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                    3. Being the naive old fart I am, I don’t know whether Bristol is particularly worse than any other city. It certainly has it’s drug problems – it seems rare to encounter people of my age who don’t or never have used drugs, at least socially. But is that widespread across society? I’m guessing, as in a lot of places, it’s all out there if you’re of a mind to use it.

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                    4. Bristol probably isn’t any worse than other cities, but like everywhere, it has its black spots, for example: Eastern, St.Pauls, Knoll West – although it’s pretty mixed around there. But Bristol supplies North Devon with heroin, although other drugs come down from Birmingham and Manchester, and I’m worried that methamphetamine (crystal meth) may be on its way here from Plymouth.
                      There are areas of the country which are relatively drug-free, such as Sussex, (apart from Brighton and Hastings) although as that’s in the millionaire belt, there’s a lot of cocaine behind closed doors.
                      Did you know that bankers love coke? It’s widely accepted that bankers coke habits were to blame for the mess they got the banks into. It makes users arrogant and irresponsible.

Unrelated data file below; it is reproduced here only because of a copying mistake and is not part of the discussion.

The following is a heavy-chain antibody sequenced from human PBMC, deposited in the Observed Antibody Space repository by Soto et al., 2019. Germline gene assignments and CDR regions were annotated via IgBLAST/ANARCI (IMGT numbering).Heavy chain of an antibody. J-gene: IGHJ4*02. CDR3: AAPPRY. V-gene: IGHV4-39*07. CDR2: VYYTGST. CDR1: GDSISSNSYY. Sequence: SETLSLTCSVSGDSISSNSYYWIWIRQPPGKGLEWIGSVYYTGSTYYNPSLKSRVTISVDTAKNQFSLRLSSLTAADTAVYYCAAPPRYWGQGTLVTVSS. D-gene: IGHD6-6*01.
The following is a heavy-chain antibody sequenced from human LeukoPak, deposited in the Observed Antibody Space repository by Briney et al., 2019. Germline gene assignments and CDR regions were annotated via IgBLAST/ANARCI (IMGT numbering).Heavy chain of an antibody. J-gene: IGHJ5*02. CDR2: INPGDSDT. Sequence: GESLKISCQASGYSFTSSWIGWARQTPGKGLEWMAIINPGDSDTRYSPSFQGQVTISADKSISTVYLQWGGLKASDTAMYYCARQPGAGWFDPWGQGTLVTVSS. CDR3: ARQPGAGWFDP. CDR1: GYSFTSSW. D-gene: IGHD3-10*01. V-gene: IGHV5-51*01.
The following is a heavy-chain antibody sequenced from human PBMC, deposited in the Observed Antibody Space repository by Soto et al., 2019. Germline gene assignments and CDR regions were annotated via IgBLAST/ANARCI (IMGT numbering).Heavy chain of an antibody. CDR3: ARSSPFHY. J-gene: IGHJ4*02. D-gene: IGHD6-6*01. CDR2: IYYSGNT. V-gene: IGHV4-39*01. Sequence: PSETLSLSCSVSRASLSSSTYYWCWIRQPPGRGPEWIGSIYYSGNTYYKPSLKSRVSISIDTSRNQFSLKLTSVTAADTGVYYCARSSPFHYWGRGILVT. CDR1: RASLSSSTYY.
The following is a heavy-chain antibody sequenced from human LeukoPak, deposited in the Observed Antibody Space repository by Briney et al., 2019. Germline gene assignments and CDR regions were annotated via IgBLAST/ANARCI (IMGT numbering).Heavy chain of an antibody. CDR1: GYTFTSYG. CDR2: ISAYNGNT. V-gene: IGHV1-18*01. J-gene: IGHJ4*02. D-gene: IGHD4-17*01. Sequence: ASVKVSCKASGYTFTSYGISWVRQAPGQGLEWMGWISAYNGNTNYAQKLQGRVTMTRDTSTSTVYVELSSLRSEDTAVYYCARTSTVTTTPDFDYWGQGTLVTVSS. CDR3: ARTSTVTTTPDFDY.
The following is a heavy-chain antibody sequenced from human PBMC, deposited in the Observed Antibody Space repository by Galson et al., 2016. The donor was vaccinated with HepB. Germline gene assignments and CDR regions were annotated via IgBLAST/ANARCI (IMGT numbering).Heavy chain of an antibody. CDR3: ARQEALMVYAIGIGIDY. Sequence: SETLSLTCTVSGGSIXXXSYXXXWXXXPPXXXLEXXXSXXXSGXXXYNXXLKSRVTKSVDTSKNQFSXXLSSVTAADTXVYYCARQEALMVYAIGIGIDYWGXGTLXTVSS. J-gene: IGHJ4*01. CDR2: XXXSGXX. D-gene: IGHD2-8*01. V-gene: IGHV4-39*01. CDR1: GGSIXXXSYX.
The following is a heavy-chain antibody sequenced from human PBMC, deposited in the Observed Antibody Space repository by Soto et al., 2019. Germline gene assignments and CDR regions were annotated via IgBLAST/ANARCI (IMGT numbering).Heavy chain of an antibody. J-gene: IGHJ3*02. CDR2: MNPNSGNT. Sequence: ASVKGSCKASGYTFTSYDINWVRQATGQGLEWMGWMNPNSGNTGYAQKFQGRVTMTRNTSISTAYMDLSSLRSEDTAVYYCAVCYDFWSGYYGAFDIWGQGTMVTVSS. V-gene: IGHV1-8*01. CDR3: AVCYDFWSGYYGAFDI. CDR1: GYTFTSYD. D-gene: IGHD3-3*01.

And I agree, it’s rare to meet anyone of your age who’ve never used drugs. They cut through every social genre. That is less true of my generation, but most of my friends have taken drugs, and several still do – but I tend to mix in musical and artistic circles, so it’s hardly surprising.
                      Sorry, I’m rambling. I’m an expert around these parts – when my children got tied up with drugs I felt I should get to know the enemy. It hasn’t helped me as much as I would like, but gives me a strange kind of kudos at the support group for families of addicts.

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                    5. You’re right, those areas are all reknown for their problems, with drugs, crime, deprivation … Difficult and troublesome places. And yes, I’d heard about bankers and cocaine – as if they don’t have issues enoug with all the adrenalin they must get from earning their enormous wodges of cash and inflated bonuses …